The Paradoxes of Bearing Witness. Jewish Survivors in the Federal German Sobibor Trials, 1949–1989


KNELLESSENThis long-term study systematically analyses the witness testimony of more than forty Jewish survivors of the Sobibor extermination camp given during the course of five Federal German trials between 1949 and 1989. The project reconstructs the origins, process, and concrete circumstances of the witness testimonies, with a particular focus on three aspects:

1) the initiatives, activities, and transnational relations of the survivors as well as their motives and strategies for testifying;
2) the worldwide participation of Jewish organisations such as the World Jewish Congress and individuals like Simon Wiesenthal; and
3) the demands and respective contemporary constitution of the Federal German judiciary context, the course of the respective trials, and the judicial evaluation of the credibility of these witnesses by the state prosecutors and judges.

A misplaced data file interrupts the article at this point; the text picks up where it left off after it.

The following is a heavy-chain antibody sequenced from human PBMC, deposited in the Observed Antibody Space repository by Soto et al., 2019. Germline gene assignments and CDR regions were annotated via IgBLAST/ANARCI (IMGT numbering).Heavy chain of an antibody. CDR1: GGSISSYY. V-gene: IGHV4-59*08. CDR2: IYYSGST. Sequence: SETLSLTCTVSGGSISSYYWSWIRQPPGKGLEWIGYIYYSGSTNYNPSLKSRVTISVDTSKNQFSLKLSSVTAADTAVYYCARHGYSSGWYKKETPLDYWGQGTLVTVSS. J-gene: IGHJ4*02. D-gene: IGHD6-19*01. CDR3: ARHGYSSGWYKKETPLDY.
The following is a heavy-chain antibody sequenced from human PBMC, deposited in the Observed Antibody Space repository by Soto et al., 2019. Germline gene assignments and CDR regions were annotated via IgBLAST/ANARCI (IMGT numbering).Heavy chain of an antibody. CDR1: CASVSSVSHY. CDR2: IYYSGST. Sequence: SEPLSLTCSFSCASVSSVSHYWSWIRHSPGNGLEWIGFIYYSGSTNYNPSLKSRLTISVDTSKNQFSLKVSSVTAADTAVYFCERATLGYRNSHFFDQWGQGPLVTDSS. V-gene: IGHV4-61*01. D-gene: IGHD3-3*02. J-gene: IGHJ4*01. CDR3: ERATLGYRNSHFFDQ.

The overall picture reveals that Sobibor survivors testified repeatedly over a period of four decades as witnesses in West German courts. Due to the special circumstances of the crimes, this placed them in a vulnerable and precarious position. They were moreover confronted by a judicial system that regarded them with ever increasing distrust and made increasingly paradoxical demands on them. In this special case, the development of a form of bearing witness becomes evident that clearly contradicts the general history of German perceptions of and engagements with the Holocaust after 1945.


Dagi Knellessen has been a doctoral candidate at the Leibniz Institute for Jewish History and Culture – Simon Dubnow in Leipzig since 2015. She completed a Magister in educational studies, political science, and psychology at the Technical University of Berlin in 2001. From 2001 to 2005, she was a research associate at the Fritz Bauer Institute in Frankfurt am Main, where she collaborated on the creation of an exhibition on the first Frankfurt Auschwitz trial. From 2005 to 2015, she worked as a freelance educational studies scholar in Berlin, contributing to research and educational projects on the history of the perception of and judicial reckoning with the Holocaust after 1945, on forms of bearing witness among victims of Nazi persecution and Jewish survivors, as well as in oral history projects, topics on which she has also published.